By Richard G. Lugar, Ranking Member, U.S. Senate Committee on Foreign Relations
As it does in many other areas, the Obama administration faces daunting challenges in the field of public diplomacy. Even with the election of a new president, much of the world remains skeptical of our actions and mistrustful of our motives. The dizzying proliferation of global media, such as satellite TV, the Internet, YouTube and Facebook, means many foreign publics now have access to vast new sources of information—and of disinformation. To cope with these realities of the 21st century, our public diplomacy response must also be rapid, nimble and adaptable.
The Senate Foreign Relations Committee is doing its part to support the administration’s public diplomacy effort. I introduced S. 838 calling on Secretary of State Hillary Clinton to create a corps of Science Envoys who would serve as goodwill ambassadors and collaborate with fellow researchers and students overseas. While various NGOs have been providing excellent opportunities for making these connections, a formal government program will help showcase the emphasis that we as a society place upon scientific achievement and higher education, an endeavor for which we are admired and respected around the world. This bill was passed unanimously by the Foreign Relations Committee and awaits action on the Senate floor.
Additionally, I introduced S. Res. 49, which was unanimously passed in the Senate and calls upon the Secretary of State to review the location of our public diplomacy facilities. Currently almost half of these facilities are open only by appointment—or closed entirely to the public. Within the limits of safety, the resolution seeks to re-establish the publicly-accessible American Centers, which were dismantled after the Cold War, and to allow greater flexibility in their location.
However, our larger public diplomacy efforts will not reach their potential unless the Obama administration recognizes the important role they play in our overall diplomatic program and ensures their innovative management and continuity. Especially critical is the need for consistent leadership in the post of Under Secretary for Public Diplomacy.
Since that position was first filled in 1999, it has been vacant more than 35 percent of the time. Of those who have served since then, one was in the job for only six months. The average tenure has been a little over a year. Moreover, each of the last three under secretaries has brought a different philosophy and strategy to the task. This continual turnover in leadership has made it exceedingly difficult to implement effective programs.
President Obama has chosen an experienced communications executive, Judith McHale, to be the new Under Secretary for Public Diplomacy. I hope that she will change this trend.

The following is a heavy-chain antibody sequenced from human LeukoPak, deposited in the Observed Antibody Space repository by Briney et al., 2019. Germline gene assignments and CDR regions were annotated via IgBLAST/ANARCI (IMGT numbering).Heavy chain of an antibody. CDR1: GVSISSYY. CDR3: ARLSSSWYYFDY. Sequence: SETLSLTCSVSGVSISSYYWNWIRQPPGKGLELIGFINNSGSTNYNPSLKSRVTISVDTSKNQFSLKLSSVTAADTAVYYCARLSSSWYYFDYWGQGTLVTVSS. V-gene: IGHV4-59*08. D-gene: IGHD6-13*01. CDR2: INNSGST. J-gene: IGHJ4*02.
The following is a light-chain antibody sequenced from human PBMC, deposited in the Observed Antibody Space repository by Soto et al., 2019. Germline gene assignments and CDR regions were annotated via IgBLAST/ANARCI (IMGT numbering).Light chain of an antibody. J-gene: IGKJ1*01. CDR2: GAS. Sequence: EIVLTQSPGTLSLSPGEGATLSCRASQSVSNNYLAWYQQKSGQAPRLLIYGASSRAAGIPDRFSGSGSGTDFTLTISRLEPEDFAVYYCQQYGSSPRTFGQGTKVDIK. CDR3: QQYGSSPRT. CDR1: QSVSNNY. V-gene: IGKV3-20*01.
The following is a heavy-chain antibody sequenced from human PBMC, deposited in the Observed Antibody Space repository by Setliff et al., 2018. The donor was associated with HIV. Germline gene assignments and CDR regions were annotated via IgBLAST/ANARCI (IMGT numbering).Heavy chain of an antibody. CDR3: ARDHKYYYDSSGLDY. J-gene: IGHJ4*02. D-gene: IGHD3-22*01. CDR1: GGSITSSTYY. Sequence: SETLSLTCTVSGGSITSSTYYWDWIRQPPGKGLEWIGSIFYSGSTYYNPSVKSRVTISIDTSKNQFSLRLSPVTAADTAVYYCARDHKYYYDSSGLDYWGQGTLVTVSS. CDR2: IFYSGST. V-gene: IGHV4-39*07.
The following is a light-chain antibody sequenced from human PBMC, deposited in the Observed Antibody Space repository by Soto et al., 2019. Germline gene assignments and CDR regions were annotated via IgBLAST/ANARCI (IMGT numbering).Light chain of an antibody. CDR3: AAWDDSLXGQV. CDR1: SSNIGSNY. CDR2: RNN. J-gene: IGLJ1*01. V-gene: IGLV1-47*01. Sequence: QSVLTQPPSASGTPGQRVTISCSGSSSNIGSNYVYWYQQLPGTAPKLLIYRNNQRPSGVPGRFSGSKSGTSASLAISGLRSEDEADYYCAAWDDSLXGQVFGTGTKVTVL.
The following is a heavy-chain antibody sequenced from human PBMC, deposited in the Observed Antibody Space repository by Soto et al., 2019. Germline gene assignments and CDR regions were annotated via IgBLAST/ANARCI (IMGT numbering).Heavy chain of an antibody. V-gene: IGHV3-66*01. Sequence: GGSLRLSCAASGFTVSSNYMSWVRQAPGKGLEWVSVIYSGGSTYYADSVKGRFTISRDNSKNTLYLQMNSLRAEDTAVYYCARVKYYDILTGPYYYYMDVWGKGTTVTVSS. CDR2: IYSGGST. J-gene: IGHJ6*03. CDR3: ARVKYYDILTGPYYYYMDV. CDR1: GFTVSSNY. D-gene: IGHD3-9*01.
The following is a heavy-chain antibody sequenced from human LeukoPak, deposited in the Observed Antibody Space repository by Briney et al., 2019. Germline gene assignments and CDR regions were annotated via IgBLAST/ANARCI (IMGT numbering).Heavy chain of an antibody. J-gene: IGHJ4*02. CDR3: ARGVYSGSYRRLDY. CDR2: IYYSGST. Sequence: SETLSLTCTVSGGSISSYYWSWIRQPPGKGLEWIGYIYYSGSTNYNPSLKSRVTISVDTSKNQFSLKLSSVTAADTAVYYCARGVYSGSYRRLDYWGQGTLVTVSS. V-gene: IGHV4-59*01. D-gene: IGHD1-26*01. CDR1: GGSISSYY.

Similarly, the chairmanship of the Broadcasting Board of Governors has been unfilled since June of last year. Three other positions on the board are also vacant, and the remaining four board members are serving well past the expiration dates of their terms. With responsibility for the radio, television and Internet operations of the Voice of America, and the various region-specific broadcasts to the Middle East, Europe, Asia and Cuba, the BBG is America’s official mass communicator to the world. The lack of direction as a result of these vacancies has real implications: a survey by the government’s Office of Personnel Management ranked the organization last among 36 federal agencies in terms of employee job satisfaction and leadership ability for the last three years. I urge the administration and my colleagues in the Senate to find a way to assure that the board is quickly and fully staffed, or look at another mechanism for providing consistent leadership.
Finally, the administration will be better able to meet the challenges if it integrates the roles of the different agencies that participate in public diplomacy. The Pentagon, for instance, according to an Associated Press investigation, spends hundreds of millions of dollars a year seeking to influence foreign audiences. Our overall effort would be more effective if this type of activity could be coordinated with the actions by State and other agencies.
Ultimately, success in improving America’s image abroad will rest on the recognition that public diplomacy is not the same as public relations. As the great CBS broadcaster Edward R. Murrow, who became director of the old United States Information Agency, put it more than 45 years ago: “Truth is the best propaganda…To be persuasive we must be believable; to be believable we must be credible; to be credible we must be truthful.”